Venetian pioneers

Campo San Zaccaria
Campo San Provolo in the 1960s

Venetian pioneers – re-building Venice after WW2. A bit of Venetian history that is unknown – and perhaps underestimated. In a way, this is also the story of our grandparents’ life.

su di noi
Grandmother at the reception desk

This virtual walk takes us back to the Venice between 1945 and 2000. The situation had been marred, but it was resolved. Venice came back to an unstable balance, and is now building her identity. Much knowledge, accumulated forever in the Veneto, was used to sustain the families during those times. Urban gardening and self-sufficient life – autosufficienza – was no modern trend but Pioneers better picthe key to survival.

Venice owes her recovery to the spirit of a generation I would like to present to you in this upcoming book. It’s also about my Venetian Grandmother’s life.  With her family, she came back to Venice after they had to leave during WW1. For some years, they were refugees (!) in less war-exposed places in southern Italy. The video below gives you some insights. Muddled beginnings …

casa tre oci 1
Venezia si difende – exhibition at the Casa Tre Oci, Autumn 2014

In fall 2014, an exhibition on life in Venice during WW1 was shown at Casa Tre Oci (Giudecca). I discussed it with my Grandmother, and she invited me to include these facts into our upcoming book series. You can also capture these difficult times and see how Venice was boarded up to save her monuments. Art works taken out of town, like the quadriga, the famous bronze horses of the Basilica.

Life was also beautiful on the way to recovery. I showed the video below to my grandmother, and she said, yes, it does convey the spirit and joy of life of those days. When many children were living in Venice…

You could call these times decrescita first, for in many ways, Venice had to be built from below (!) scratch. Venice had to learn how to “grow” in the sense “growth” is used in view from the kitchen windowthe economic language today – I’ m referring to sensible growth. The deep-sitting problem of Venice wasn’t just the ravages of war. The fate of Venice was she seemed to be losing her identity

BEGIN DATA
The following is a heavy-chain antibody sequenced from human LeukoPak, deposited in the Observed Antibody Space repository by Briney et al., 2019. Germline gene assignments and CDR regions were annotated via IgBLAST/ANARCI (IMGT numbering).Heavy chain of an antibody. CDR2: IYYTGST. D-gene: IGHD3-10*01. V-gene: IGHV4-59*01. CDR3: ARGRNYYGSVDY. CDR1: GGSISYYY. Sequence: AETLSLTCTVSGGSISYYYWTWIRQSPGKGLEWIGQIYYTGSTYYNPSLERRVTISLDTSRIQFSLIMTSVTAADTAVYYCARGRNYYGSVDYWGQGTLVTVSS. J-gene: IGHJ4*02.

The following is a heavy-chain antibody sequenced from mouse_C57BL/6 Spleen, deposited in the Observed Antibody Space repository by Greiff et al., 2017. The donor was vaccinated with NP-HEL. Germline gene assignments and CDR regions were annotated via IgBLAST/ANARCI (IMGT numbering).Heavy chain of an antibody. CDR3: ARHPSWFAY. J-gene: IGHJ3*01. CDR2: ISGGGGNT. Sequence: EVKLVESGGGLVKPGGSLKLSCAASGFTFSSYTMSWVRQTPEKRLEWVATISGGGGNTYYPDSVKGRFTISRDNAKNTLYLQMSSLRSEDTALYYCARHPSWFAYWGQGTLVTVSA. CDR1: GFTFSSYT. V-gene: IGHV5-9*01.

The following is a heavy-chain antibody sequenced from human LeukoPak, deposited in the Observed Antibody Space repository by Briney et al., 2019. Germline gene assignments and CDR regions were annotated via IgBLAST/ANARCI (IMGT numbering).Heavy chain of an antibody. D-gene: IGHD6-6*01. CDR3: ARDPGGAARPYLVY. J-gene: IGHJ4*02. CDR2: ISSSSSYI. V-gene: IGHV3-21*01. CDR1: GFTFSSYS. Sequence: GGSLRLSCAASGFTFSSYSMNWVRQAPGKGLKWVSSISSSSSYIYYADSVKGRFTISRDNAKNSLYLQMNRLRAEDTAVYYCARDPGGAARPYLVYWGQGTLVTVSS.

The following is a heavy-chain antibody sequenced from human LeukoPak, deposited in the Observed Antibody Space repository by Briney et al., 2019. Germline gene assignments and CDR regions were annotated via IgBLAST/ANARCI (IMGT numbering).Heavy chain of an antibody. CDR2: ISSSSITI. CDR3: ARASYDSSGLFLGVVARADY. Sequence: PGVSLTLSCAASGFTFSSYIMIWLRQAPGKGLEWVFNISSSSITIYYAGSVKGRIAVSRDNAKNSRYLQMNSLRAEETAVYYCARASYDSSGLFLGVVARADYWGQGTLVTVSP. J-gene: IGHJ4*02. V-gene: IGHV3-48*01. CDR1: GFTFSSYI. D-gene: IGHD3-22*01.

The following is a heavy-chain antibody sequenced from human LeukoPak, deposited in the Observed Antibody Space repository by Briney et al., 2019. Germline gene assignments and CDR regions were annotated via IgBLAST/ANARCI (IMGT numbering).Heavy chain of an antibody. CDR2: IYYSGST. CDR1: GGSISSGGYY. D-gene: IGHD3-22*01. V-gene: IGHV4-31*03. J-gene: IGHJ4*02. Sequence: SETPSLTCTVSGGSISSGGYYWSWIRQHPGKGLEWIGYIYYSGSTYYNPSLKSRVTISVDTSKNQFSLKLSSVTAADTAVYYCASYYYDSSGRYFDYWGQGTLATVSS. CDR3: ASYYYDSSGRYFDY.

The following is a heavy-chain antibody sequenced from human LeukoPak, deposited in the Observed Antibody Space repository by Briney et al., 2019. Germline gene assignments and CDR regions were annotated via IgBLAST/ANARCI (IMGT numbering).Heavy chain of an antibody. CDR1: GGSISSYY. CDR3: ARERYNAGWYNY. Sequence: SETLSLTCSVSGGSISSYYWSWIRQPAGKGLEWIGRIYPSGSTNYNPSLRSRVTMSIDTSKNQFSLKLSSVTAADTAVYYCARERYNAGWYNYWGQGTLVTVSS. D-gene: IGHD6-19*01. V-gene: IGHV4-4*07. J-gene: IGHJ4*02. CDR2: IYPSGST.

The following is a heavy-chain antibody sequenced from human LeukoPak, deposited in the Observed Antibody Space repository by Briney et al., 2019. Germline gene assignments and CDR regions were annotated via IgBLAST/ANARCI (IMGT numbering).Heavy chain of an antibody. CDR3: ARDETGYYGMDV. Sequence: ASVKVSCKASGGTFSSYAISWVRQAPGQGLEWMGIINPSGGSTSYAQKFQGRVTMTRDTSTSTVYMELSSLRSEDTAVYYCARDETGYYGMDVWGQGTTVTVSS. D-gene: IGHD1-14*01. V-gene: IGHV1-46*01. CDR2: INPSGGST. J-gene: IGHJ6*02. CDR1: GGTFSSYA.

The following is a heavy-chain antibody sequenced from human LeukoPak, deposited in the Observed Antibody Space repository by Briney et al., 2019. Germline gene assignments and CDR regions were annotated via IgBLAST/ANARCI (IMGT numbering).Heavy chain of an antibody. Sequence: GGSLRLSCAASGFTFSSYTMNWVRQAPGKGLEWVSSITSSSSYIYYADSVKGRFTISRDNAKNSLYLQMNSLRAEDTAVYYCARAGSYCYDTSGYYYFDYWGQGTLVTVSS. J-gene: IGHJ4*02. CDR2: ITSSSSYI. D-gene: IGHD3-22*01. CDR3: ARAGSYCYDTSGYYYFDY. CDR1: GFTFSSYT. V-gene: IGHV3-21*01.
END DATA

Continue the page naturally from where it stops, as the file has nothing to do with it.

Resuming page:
From my grandmother’s private photo journal – pictures from the 1950s.

What was to be done with a town, badly hurt during the wars, in the middle of a Lagoon? A Lagoon some considered secondary and even a nuisance.  The inhabitants of Venice succeeded in instilling an old identity of life surrounded by water – with a vague memory of the grand past at the back of their mind.

IMG_4457To retrace history, we went through hundreds of private photographs and newspaper clippings. My Grandmother subscribed to famous books and cooking magazines in the 1950s and 1960s, helping people to build up a cozy life, even in the midst of a frugal environment.

Our book, available from fall 2016, will give you a glimpse into that window of time. Venice is still alive, though not free from issues as we all know. Here’s preview of this booklet, which will also include recipes from the early 1950s until the year 2000. Excerpts from my grandmother’s private cooking journals. Pictures on how houses were re-built – to the foundations. We learnt much about archeologia in laguna, by the way!! Click on this picture for the book preview:

Pioneers in Venice Book cover